Count sheds light on homelessness
Waterford — Aided by flashlights, a team of volunteers and social service workers walked through Bates Woods on Tuesday evening, searching for people living there.
The team, led by Tambria Moore, outreach coordinator for the New London Homeless Hospitality Center, found an outdoor encampment where a 53-year-old homeless man was sleeping.
After the team called for him, the man came to meet the volunteers and workers, who then ran through a questionnaire on a mobile app to learn more about him and his circumstances.
The man, Nicholas C., a U.S. Air Force veteran, said he has been homeless for the past three years, as a pinched nerve due to a work injury hinders his ability to walk and prevents him from working.
After giving Nicholas a gift card for a grocery store and thanking him, the team walked further into the woods and found a tent site, where no one currently was living. The team then drove to a field in town, where they didn't find anyone but documented an encampment.
The team's work was all part of an effort Tuesday to take a snapshot of homelessness in Connecticut and offer services to those who need them. About 55 community volunteers went out in teams and searched from 7 to 11 p.m. in the woods, in parking lots and in and behind abandoned buildings across the region to assist in the count of homeless people, both in shelter and unsheltered, one night of the year.
The "point-in-time" homelessness count, mandated by the U.S. Department of Housing and Urban Development, is done across the country in January. In Connecticut, the count was held statewide on Tuesday.
The volunteers offered supplies, support and services, if needed, to the people they found, said Anne Stockton, community impact director for United Way of Southeastern Connecticut, which organized the count. The volunteers also tried to collect information — including who is outside, why they are there, and what their circumstances are — to help paint a picture of what homelessness looks like in the state.
At the same time that volunteers were looking outside, service providers and agencies were counting the number of people who have been sheltered, including those in shelters and transitional living, she said.
New London Homeless Hospitality Center Executive Director Cathy Zall said the count is one — but not the only — measure of the ways the state and region are tracking progress toward the goal of ending homelessness. She said there has been substantial progress, including in getting people back into housing faster. But she said work remains.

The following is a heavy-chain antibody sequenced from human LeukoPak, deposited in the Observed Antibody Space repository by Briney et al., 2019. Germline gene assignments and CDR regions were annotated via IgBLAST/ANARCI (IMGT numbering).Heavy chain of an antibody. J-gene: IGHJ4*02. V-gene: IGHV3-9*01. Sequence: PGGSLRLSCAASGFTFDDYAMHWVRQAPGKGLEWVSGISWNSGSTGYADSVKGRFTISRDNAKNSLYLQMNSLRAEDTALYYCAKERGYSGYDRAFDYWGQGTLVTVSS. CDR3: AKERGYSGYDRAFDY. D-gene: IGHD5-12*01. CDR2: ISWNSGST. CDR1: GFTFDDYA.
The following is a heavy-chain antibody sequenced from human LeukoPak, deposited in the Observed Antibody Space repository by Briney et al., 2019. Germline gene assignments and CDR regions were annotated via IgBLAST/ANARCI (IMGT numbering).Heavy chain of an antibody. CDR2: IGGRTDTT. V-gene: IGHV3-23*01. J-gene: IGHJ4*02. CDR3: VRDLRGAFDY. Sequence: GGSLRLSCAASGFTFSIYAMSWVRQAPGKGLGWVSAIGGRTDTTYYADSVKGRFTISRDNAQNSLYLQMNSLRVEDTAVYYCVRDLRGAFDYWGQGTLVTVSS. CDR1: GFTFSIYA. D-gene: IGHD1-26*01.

Unfortunately, many people who live on the edge financially may find themselves facing homelessness after they get sick, or their car breaks down, or they lose their job or their hours at work are cut back.
The Connecticut Coalition to End Homelessness will generate a report based on the data collected during Tuesday's count. Based on the 2017 count, CCEH found that homelessness in Connecticut had fallen 24 percent over the past decade, according to the agency's website, bit.ly/2017CCEHreport.
Stockton said 2017 was the third year in which the state had declining numbers on the night of the count. In New London County in 2017, the count found 227 homeless people, with 19 of those people unsheltered, down from 288 people in 2016. However, the 2016 levels were higher than the 270 people counted in 2015.
After checking the sites in Waterford on Tuesday, the team then continued in New London, as other teams checked sites in the region.
Before the teams set off on their task on Tuesday, Mayor Michael Passero told the groups gathered at the New London Homeless Hospitality Center that he appreciates their efforts. Another set of volunteers gathered at the Southeastern Mental Health Authority in Norwich before starting their work.
Tammy Alger, rapid rehousing case manager for the New London Homeless Hospitality Center, said she is inspired to help because she hopes "one day we can end homelessness."
Social service agencies are working to find housing for Nicholas, the homeless veteran, and are in the process of getting a housing voucher, Moore said. She said he was discharged two days short of qualifying for Housing and Urban Development-Veterans Affairs Supportive Housing benefits, so the agencies are trying to appeal that.
Nicholas said that homelessness is a terrible condition that happens as a result of poor choices or poor conditions that fall on someone.
"At first I was ashamed, but it's really nothing to be ashamed about," he said.
Volunteer Shirley Smith said she was moved to tears by meeting him.
"I've been homeless, so I understand how he feels," said Smith, who works for the New London Housing Authority. She said she volunteers, donates and participates in walks for the homeless to do whatever she can to give back. She said she agreed with what Nicholas said about not feeling ashamed, and she encourages people to ask for help.
"Nobody should be ashamed to ask for help — but you have to ask for help to receive it," she said.
Moore said that she encourages people if they see something to say something. She said people can call 2-1-1 for help, including with housing placement, or reach out to shelters or police departments, or call the hotline for the Mobile Outreach Team, run through the state Department of Mental Health and Addiction Services, at (860) 886-9302.
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